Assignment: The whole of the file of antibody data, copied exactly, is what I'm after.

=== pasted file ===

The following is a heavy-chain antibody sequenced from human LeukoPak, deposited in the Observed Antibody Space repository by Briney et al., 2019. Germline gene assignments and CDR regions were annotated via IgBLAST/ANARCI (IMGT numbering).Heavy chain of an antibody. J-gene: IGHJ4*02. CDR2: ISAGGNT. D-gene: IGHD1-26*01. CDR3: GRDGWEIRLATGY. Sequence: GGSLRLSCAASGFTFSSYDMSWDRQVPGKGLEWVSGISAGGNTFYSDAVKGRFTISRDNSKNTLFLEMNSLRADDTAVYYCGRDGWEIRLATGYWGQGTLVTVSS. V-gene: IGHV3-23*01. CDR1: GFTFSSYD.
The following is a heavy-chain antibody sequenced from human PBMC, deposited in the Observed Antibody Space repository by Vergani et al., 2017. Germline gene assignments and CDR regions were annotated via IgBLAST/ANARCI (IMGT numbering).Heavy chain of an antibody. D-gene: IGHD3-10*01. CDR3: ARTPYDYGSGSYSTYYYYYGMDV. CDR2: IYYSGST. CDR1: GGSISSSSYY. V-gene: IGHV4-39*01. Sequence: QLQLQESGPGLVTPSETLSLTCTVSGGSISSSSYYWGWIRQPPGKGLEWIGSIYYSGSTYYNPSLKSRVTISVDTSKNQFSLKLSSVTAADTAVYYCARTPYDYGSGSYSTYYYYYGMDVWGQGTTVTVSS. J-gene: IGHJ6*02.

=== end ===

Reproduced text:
The following is a heavy-chain antibody sequenced from human LeukoPak, deposited in the Observed Antibody Space repository by Briney et al., 2019. Germline gene assignments and CDR regions were annotated via IgBLAST/ANARCI (IMGT numbering).Heavy chain of an antibody. J-gene: IGHJ4*02. CDR2: ISAGGNT. D-gene: IGHD1-26*01. CDR3: GRDGWEIRLATGY. Sequence: GGSLRLSCAASGFTFSSYDMSWDRQVPGKGLEWVSGISAGGNTFYSDAVKGRFTISRDNSKNTLFLEMNSLRADDTAVYYCGRDGWEIRLATGYWGQGTLVTVSS. V-gene: IGHV3-23*01. CDR1: GFTFSSYD.
The following is a heavy-chain antibody sequenced from human PBMC, deposited in the Observed Antibody Space repository by Vergani et al., 2017. Germline gene assignments and CDR regions were annotated via IgBLAST/ANARCI (IMGT numbering).Heavy chain of an antibody. D-gene: IGHD3-10*01. CDR3: ARTPYDYGSGSYSTYYYYYGMDV. CDR2: IYYSGST. CDR1: GGSISSSSYY. V-gene: IGHV4-39*01. Sequence: QLQLQESGPGLVTPSETLSLTCTVSGGSISSSSYYWGWIRQPPGKGLEWIGSIYYSGSTYYNPSLKSRVTISVDTSKNQFSLKLSSVTAADTAVYYCARTPYDYGSGSYSTYYYYYGMDVWGQGTTVTVSS. J-gene: IGHJ6*02.